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Will Rogers claimed to have never met a man that he didn’t like. I’m consistent too. I never read anything by Robert Reich that I liked. Dr. Reich, former Secretary of Labor under Bill Clinton and currently a named professor at UC Berkeley, is at it again. In writing for the U.K.’s The Guardian, April 23, 2012, Reich lays out a re-election economic game plan to enable President Obama to snatch victory from the jaws of defeat.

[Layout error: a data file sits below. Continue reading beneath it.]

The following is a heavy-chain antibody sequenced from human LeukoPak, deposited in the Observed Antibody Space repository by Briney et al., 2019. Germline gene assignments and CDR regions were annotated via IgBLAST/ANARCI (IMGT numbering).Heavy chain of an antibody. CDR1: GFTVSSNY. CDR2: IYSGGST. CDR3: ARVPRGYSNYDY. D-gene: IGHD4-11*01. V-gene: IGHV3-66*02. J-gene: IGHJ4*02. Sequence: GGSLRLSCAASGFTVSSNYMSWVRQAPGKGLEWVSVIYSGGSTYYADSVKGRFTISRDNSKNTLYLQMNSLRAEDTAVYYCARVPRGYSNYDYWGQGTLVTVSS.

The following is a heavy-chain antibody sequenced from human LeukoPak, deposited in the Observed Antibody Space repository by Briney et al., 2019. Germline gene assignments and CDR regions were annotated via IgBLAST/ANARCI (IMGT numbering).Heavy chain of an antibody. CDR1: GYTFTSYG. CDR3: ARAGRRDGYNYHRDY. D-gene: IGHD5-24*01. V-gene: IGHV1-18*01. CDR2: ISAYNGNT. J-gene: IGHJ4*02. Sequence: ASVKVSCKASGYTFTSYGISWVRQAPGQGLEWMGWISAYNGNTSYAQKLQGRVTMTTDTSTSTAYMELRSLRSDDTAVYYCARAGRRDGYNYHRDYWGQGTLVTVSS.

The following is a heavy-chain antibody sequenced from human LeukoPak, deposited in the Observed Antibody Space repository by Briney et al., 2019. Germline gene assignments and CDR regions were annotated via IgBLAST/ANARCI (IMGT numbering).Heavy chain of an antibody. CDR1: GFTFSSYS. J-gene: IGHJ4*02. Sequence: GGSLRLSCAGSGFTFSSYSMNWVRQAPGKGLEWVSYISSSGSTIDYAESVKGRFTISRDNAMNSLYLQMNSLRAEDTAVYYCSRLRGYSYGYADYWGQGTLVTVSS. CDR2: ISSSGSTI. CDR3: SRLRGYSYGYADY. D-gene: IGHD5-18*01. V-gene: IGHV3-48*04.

Reich identifies four villains: big banks, oil speculators, anyone attempting to cut government spending and, of course, income inequality. My own dislike of big banks raised a fear in me that I might lose my perfect score in disagreeing with Dr. Reich. Big banks have all the mismanagement problems of big corporations and big governments: wasteful activities that benefit the management at the expense of the owner-voters. But in reading Dr. Reich’s position on big banks, my fear dissolved. Dr. Reich is not opposed to big banks per se—only big banks that do not do his imperial biddings. President Obama, according to Reich, should threaten banks. If they do not “provide meaningful relief to homeowners,” he’ll break up the biggest ones and resurrect the Glass-Steagall Act to prevent commercial banks from engaging in investment banking activities. Presumably, if banks do Imperial Washington’s public policy activities, they can remain too-big-to-fail and continue to go their merry way taking outrageous financial risks under implicit and explicit federal guarantees. Oh, and big banks don’t forget to make your obligatory campaign contributions.